Sunday November 11, 2007
A special day for singles
By CELESTE FONG
SOME months ago, a friend mentioned Nov 11 as a day to observe in China.
“Remembrance Day,” I initially thought, although I was rather curious why China would mark Armistice Day, the anniversary of the official end of World War 1.
But then I found out that Nov 11 is, in China, Singles’ Day or Guang Gun Jie and is celebrated by the young Chinese.
Guang Gun Jie is not an official celebration in China but many singles tend to regard it as a special day.
However, if you question the locals about the origin of the day, most would probably not know the answer.
According to the Chinese language search portal Baidu.com, the day originated in the early 90s when college students in Nanjing first put forward the idea of having Nov 11 as the day for single people.
It says they preferred the day because the date (11.11) consists of four 1’s and when written in Arabic numerals, it looks like four single people standing together.
Nov 11 has since become a popular cultural event in campus.
Today, singlehood is no longer taboo, especially in China’s cities and metropolises like Beijing.
And like Valentine’s Day and many other occasions, Guang Gun Jie is rapidly becoming commercialised.
Just a few days ago, local newspapers carried reports about more than 10 sweet, smiling girls dressed as “Angels of Love”, flapping their white-feathered angel wings while distributing pamphlets on the Guang Gun Jie celebration and party to passers-by outside Xizhimen subway station.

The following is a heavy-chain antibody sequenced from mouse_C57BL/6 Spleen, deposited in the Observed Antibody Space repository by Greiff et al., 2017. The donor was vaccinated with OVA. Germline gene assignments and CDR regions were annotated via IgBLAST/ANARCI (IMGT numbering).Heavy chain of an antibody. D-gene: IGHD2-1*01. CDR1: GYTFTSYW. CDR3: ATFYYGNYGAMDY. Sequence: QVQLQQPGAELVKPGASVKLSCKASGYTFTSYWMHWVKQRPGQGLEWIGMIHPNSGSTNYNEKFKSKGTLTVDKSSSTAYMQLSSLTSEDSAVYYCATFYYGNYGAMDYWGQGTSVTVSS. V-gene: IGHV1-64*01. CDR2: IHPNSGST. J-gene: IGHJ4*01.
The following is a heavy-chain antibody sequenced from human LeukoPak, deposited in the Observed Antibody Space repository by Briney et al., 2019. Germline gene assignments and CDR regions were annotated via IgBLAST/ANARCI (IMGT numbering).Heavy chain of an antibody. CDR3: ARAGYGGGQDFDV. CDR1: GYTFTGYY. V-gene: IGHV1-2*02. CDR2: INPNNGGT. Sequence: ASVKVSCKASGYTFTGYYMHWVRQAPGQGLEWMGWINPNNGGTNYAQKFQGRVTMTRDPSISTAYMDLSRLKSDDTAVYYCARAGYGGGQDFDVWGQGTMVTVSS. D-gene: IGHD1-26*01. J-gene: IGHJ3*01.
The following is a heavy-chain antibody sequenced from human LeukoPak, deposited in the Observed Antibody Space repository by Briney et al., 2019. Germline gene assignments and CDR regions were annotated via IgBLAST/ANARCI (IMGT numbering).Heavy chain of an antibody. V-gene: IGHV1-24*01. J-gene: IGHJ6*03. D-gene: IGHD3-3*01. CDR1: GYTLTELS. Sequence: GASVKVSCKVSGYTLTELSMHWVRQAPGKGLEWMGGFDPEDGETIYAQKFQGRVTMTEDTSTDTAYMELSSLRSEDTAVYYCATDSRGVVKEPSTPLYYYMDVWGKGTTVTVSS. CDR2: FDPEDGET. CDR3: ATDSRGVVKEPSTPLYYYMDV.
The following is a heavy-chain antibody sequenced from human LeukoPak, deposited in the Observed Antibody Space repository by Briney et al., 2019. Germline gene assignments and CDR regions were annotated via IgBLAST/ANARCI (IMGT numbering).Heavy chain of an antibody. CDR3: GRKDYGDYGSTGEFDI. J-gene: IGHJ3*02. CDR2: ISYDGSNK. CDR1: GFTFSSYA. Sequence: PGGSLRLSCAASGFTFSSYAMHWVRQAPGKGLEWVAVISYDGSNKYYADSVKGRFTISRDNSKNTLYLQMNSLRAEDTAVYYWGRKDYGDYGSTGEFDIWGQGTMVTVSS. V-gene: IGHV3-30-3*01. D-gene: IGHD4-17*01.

More than 4,000 singles have also registered to take part in today’s Aiqing yundong hui (love sports day) at Chaoyang Sports Centre in the Chinese capital. The event is organised by Shiji Jiayuan, a Chinese online dating agency.
“What a joke! I won’t join any of these Guang Gun Jie activities,” remarked my 25-year-old local friend Jack Sheng.
“It’s more like a day for making a self-mockery of being single.
“(Guang Gun Jie is) Not a serious celebration! And now it’s so commercialised.”
Another friend laughed while confessing that he used to line up outside a Japanese restaurant for free meals on Guang Gun Jie during his university years.
“A big crowd, mostly students, flocks to the restaurant near Tsinghua University, which offers free meals on that day each year,” he said with a chuckle.
Personalities like sportsman Liu Xiang and superstar Andy Lau figure regularly in a poll of the top 10 guang gun (equivalent to an old Joe with diamonds) in China. The poll is organised by China Guang Gun Xie Hui, Beijing Guang Gun Xie Hui and China Guang Gun website.
Florists and other businesses, including pubs, also take advantage of Nov 11 to lure singles and yuppies, the big spenders on food and beverages.
But I believe Guang Gun Jie will gain more popularity and become serious business in the future given the statistics that by 2020, some 30 million Chinese men will find it well-nigh impossible to find a bride as a result of a rising gender imbalance.
For every 100 baby girls born in 2005, there were 118.58 baby boys and the gap will continue to widen, according to the State Population and Family Planning Commission.
By the way, Nov 11 is Veterans’ Day in the United States, and Remembrance Day in the British Commonwealth of nations, and in these and many other parts of the world, people commemorate those members of the armed forces who were killed in battle.